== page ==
So, what about the role of the trainer/facilitator? Being a specialist in something does not automatically make one a good trainer or facilitator of that specialty. Doctors, for example, are extremely qualified, informed, and experienced, but their ability to communicate it to others, including their patients, is often questionable. "Communication" is the keyword, along with "what and how to communicate." So, what makes a specialist trainer/facilitator? This is an important question but different from what makes a treatment or prevention specialist. However, the most important thing when making decisions is who can be considered an appropriate trainer/facilitator. For me, a specialised trainer or facilitator must demonstrate that, within their experience, they include the following skills, abilities, and competencies. There are other points to add to the list, but these are my initial ideas.

So, a competent or specialised trainer or facilitator must demonstrate the following in their practice:

Communication skills: understanding and ability to:

  • Listen
  • Show learning and contributions
  • Communicate orally
  • Understand and identify nonverbal communication
  • Be aware of individual needs and concerns


  • Objectives
  • Expected learning outcomes


  • Gender
  • Cultural
  • Language
  • Standards

Group dynamics

  • Understanding of how groups function and the roles assumed by their members
  • Ability to manage a group and its learning
  • Ability to provide group activities and exchanges
  • Appreciation of the learning process


  • Understanding of the topic or access to where relevant information can be found
  • Understanding of relevant and unnecessary information
  • Helping individuals find answers to questions, rather than always providing them

Promoting learning instead of lecturing or giving presentations

  • Seeing training as a process of sharing and learning to empower the learner, rather than just transferring knowledge from the leader to the group

Appropriate methodologies

  • Understanding of the methodologies required to involve the group in collaborative work to ask questions, share, and promote learning and understanding
  • Humility
  • Sense of humor

At this point, my analogy with soccer is that every team needs a coach who helps players perform their best. That coach does not have to be a soccer specialist or have the skills and abilities of those they are coaching. However, they require coaching competencies to preserve and improve the skills of their "specialists." There are coaches who were previously players, which helps inform their role as a coach, as a trainer/facilitator.

So, what does this mean for answering my question about whether a treatment or prevention specialist can become a trainer and/or facilitator of a preventive program?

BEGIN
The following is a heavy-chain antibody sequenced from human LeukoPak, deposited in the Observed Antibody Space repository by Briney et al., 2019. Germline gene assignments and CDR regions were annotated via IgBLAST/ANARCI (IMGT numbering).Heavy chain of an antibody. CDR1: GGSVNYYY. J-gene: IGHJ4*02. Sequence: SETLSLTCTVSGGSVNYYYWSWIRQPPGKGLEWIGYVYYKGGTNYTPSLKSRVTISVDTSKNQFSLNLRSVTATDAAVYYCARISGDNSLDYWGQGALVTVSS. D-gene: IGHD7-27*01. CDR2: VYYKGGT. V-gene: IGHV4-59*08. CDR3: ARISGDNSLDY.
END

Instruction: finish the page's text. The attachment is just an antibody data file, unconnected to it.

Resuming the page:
The logic of my argument would indicate that unless someone meets the criteria to be a prevention specialist and a specialist trainer/facilitator, it would not be appropriate to accept them as a trainer/facilitator in prevention matters. Likewise, regarding training in treatment, someone should not be considered a trainer/facilitator in treatment unless they have the training criteria and are a treatment specialist. My only outstanding question is to what extent it is necessary to have achieved, experienced, and applied their specialisation in prevention, even if they have the experience of being a trainer/facilitator? If I am a trained, qualified educator/communicator/facilitator, to what extent do I need to know about prevention? If I can access and understand the information, knowledge, and "content" of prevention principles, can't I use my experience as an educator/facilitator to communicate this to others, particularly if the level required in my participants does not match what I have accessed and understood?

In other words, regarding INEP Plus, I can access and learn the "content" and principles of prevention at the necessary level, which my specialisation or competencies as a trainer/facilitator will subsequently utilise when implementing the program with others. However, many participants in the INEP Plus Course are developing their training/facilitation skills and competencies at the same time they are acquiring the content and principles of prevention. I suggest that those receiving initial training to be facilitators demonstrate that they understand not only the content but also that they understand and are capable of applying facilitation skills when implementing the program with others. Experience in treatment is irrelevant to this process and may even negatively impact the new learning objectives.

It is impossible to "know everything" in the learning area being "facilitated." What is needed is the ability to offer ways in which knowledge can be built and answers to questions can be found. We need "preventionists" - those who are qualified and have knowledge of prevention science and its breadth - but the prevention facilitator does not have to be an expert preventionist. We need someone who knows how to facilitate and who helps the facilitated group to be able to access appropriate knowledge, learning, and interest in achieving the goals at hand.

In summary, I propose the prerequisites for becoming a trainer/facilitator in prevention, and specifically with reference to INEP Plus, that the key competencies are those of a trainer/facilitator. In addition to this, there should be an understanding of the content and principles of prevention offered through the INEP Course that will enable the trainer/facilitator to communicate learning and content using their facilitation skills. Those specialised in treatment who take on the role of INEP Plus facilitators will need to set aside that expertise and would be better off considering the prevention content of INEP from the perspective of someone new to the field and as someone who wants to become a competent facilitator who demonstrates the necessary skills and abilities.

What do you think?

Jeff Lee, ISSUP Senior Consultant, February 2021 (revised January 2023). Revised by: Rachel Donini, February 2021.

Translated into Spanish: José Luis Benítez, February 2024.